This post is all about how to build brand, distribute content, and land highly targeted leads for free. Not only that but this strategy will scale, and the only currency it requires is your time.

It’s the same strategy that we put to work in 2013 at Glider, and the results have been great.

Before we dive deep here’s the TL;DR.

TL;DR: Google will help you uncover several “Top XYZ of 2013” lists where you can identify vertical specific industry experts. Personal flattery via LinkedIn messages will get them to listen to you, and finally, an opportunity for them to be quoted on your blog will tie their name and syndication to your brand.

There are four facts that this strategy relies on:
1. People always want to improve themselves (look/sound/do good).
2. One of the best sources of endorsement (just behind customers/friends) is from a recognized and impartial thought leader in your given space.
3. At the end of the day, people love to hear the sound of their own voice.
4. Flattery still opens doors.

Ok, now on to the step by step guide. As you begin to give this a try, don’t forget to measure your results. Feel free to leave any questions down in the comments and I can elaborate…

1. Get on the same page
To kick things off: Content that doesn’t quote an industry leader, brand, or some other voice in your industry is throwing away opportunity, time, and money. If your content pipeline doesn’t have room for expert opinion in the form of a quote, contribution, or guest post – reconsider your content pipeline. Do we post articles without third party contributions? Sure, but they don’t do as well as the content that does.

2. Build your influencer lists
Now that we’re on the same page, go fire up your browser and run a search that looks like this: “Top ______ leaders of 2013.” The blank should be filled with the title of your target buyer. In our case we ran three separate searches, “Top Sales Operations leaders of 2013, Top CFOs of 2013, and Top VPs of Sales of 2013.” Now do this for the past three years and create an excel spreadsheet documenting names, companies and sources.

3. Templates
It’s time to put together a master template so you don’t waste too much time on outreach. Here is what our template looked like:

“Hi John,

I’m reaching out because we’re looking to include a quick quote from a Sales Operations thought leader. It looks like you’ve been doing some great work over at Acme Corporation – congrats on the award last year.

I know you’re busy, but if you’d like to contribute a quote, we’d be happy to include it in our piece next month.


The messages can be cookie cutter – just make sure the names, roles and companies are correct :)

4. Outreach
This part takes some time. You’re going to go to LinkedIn and friend request each of them. In your “Friend Request” you’ll paste in the template you created in Step 3. *Pro-Tip- TextExpander is free and will make these templates less of a task.

Send as many as you can up front. You’ll be waiting out many of these responses for weeks, so better to start the waiting now. If you’re good (like our talented content writer) you’ll hook a few in the first 5 days. Some of these have taken months to groom for participation.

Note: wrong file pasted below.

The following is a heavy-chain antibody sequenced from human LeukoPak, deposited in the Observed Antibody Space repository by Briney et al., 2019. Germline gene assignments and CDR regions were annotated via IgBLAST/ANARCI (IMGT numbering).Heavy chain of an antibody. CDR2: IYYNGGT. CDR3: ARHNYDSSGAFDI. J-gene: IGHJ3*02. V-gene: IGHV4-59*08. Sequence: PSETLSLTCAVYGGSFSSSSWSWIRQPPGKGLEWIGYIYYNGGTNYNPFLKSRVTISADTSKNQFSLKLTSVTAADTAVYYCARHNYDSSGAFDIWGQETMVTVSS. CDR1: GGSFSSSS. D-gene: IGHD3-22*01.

5. Build
Rome wasn’t built in a day, right? Neither are these relationships. Start slow, ask small. Build a rapport with these folks, it’s going to be a long ride. A quick 2 line quote is an easy first ask. Whatever you do, don’t ask them about your product. Make it very general. What do they like to write about? Ask them for a quote on a topic you know they like discussing (YouTube may help here). Tell them when you expect the article to go-live, and that it will be published on the company blog, in whitepapers etc.

6. Their Turn
This step is the most important. Up until now you’ve done a few things well:
1) You’ve built your credibility by attaching their better known brand to yours, and 2) You’ve started to get them invested in the success of their quote.

The day you’re ready to post (or the day before) send them a preview of the article. Give them an opportunity to suggest any changes etc (now you’re getting them invested in the entire article). Tell them you’ll send them a link to the article once you publish it “sometime around 2p today” in case they want to share it with their colleagues.

7. The Golden Share
You’ve got them engaged, and now without any pushing and zero budget, you landed a quote, and a shout out (tweet etc) from an industry leader. Also, since you’re friends on LinkedIn, and because your blog auto publishes to all of your employees LinkedIns (you’ve set that up, right?) the contributor will likely “like” or share the article which will then put it in front of their entire professional network. Boom.

8. BFF’s
You’re friends now–  they’ve contributed, you’ve thanked. Everyone feels good. In your followup email make sure to let them know how well the article did and that you’d love to include them in future pieces if they’re interested. In fact, now might be a perfect time to mention that upcoming white paper a few months from now that they might be interested in contributing to. Nothing soon, but worth mentioning. This should all be done by phone if possible. They like hearing their own voice, but they also like knowing you have one too.

9. Success Compounds
You can see how this just continues to get better with time. As you develop your program, it may make sense to start spending small – an intern to run outreach under your name, a content writer to work on the posts, or at best someone who can do all of the above in their own name.

Good luck, and ask questions. I’ll be posting a followup next month based on questions, comments and results.